Chapter 13 will allow that homeowner to stop a foreclosure sale and stop a foreclosure proceeding right in its tracks states Mazon bankruptcy attorney. It basically says to the mortgage company, we are able to make our regular mortgage payment on time again and we’re going to pay you the part that we fell behind over the next three to five years and, as long as we make both of those payments, you have to accept our Chapter 13.
Chapter 13 bankruptcy is a difficult case because, not only are you making your regular mortgage payment again, but you’re making an additional payment to a Chapter 13 trustee who is going to pay that mortgage company the arrears back over the course of three to five years. Since we’re talking about a long case, the debtor has to be perfect in their payments to both the mortgage company directly and to the trustee. The trustee payment is made typically through a payroll control order where the money is extracted from the debtor’s payroll depending on whatever their pay frequency is. As long as the debtor stays employed we know, as their attorney, that they’re going to be able to make their bankruptcy Chapter 13 trustee payment.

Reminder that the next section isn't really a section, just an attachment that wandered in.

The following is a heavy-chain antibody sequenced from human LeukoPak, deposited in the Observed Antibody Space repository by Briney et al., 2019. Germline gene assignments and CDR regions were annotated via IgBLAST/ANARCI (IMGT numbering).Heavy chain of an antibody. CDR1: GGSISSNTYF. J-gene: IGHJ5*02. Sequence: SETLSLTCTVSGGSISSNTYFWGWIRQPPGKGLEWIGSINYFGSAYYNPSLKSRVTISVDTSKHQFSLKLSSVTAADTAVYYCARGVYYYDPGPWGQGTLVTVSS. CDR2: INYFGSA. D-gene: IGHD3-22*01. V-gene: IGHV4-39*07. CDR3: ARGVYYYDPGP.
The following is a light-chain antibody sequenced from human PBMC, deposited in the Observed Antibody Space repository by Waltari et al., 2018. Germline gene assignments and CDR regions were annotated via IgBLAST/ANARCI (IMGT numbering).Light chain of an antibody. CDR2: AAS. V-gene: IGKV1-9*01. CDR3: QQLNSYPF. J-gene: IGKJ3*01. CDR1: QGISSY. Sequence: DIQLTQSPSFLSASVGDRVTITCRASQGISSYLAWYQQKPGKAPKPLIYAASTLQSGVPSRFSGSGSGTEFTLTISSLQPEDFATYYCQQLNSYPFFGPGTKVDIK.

The next question is can they make their post-petition mortgage payment directly to the mortgage company on time each month. Remember, you have to make both the regular mortgage payment plus the trustee payment on time for the next three to five years to have a successful Chapter 13 reorganization.
If you fall behind on your post-petition mortgage payments, the mortgage company is going to come in on what’s called a Motion to Modify the Automatic Stay. That motion has to be filed with the court and notice sent out to the debtor, the debtor’s bankruptcy lawyer and it has to be set out on a specific date with advance notice.
On that first court date, several things can happen. First, the debtor can either become current on their post-petition mortgage payment and cure the post-petition mortgage default on their own; two, the debtor can come up with a partial payment and we can work out a default repayment order to pay the rest; third, the debtor can come up with nothing, with no hope of ever repaying the mortgage arrears post-petition and the stay can be modified.